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Re: gmake exit codes

From: Glynn Clements
Subject: Re: gmake exit codes
Date: 22 May 2004 03:06:48 +0100
User-agent: Gnus/5.0808 (Gnus v5.8.8) XEmacs/21.4 (Security Through Obscurity)

"Mark Brandyberry" <address@hidden> writes:

> I am running a simple Perl script to build our code several ways each night.
> Something like:
> system("gmake <options>");
> system("gmake clean");
> system("gmake <different options>");
> etc.
> There are 30 different builds, and most of them work fine, and gmake returns
> "0" as expected.  However, randomly (it seems), gmake appears to be
> returning "512" for 2 to 4 of the builds, and there doesn't seem to be a
> pattern of which ones will fail on any given night.  Worse, if I go and
> build the same source base by hand using the same options, it will always
> build fine.
> The gnu make docs say that gmake will always return 0, 1, 2.  Should it ever
> be returning "512" to me? If so, what would it mean?

The entry for system() in the perlfunc(1) manpage says:

               The return value is the exit status of the program
               as returned by the wait() call.  To get the actual
               exit value divide by 256.  See also the exec entry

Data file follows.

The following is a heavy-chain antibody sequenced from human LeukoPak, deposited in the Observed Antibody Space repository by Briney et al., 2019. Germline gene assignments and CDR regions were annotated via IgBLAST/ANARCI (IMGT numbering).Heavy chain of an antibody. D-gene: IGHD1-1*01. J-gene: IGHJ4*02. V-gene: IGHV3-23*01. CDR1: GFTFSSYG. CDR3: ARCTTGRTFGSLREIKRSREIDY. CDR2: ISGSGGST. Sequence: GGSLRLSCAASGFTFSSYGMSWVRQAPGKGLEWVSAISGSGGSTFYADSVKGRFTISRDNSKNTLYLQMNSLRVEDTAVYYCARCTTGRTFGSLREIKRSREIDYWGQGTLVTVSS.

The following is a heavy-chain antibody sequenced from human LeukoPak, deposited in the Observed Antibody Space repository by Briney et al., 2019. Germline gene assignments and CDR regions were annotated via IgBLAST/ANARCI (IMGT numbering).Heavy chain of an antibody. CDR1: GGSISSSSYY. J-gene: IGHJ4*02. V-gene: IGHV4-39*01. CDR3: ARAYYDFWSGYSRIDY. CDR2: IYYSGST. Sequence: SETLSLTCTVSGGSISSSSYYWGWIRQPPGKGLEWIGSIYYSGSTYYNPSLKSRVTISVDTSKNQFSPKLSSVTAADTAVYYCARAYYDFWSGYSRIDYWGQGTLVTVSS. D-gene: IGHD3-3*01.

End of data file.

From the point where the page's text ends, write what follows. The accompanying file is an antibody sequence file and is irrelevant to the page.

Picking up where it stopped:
elsewhere in this document.  This is NOT what you
               want to use to capture the output from a command,
               for that you should use merely backticks or qx//,
               as described in the section on `STRING` in the
               perlop manpage.

IOW, a value of 512 indicates that gmake terminated using exit(2) (or
the equivalent, e.g. returning 2 from main()).

It goes on to say:

               You can check all the failure possibilities by
               inspecting $? like this:

                   $exit_value  = $? >> 8;
                   $signal_num  = $? & 127;
                   $dumped_core = $? & 128;

IOW, bits 8-15 of the exit status contain the exit code (for normal
termination), bits 0-6 contain the fatal signal (for abnormal
termination), and bit 7 is set if the program dumped core.

Glynn Clements <address@hidden>

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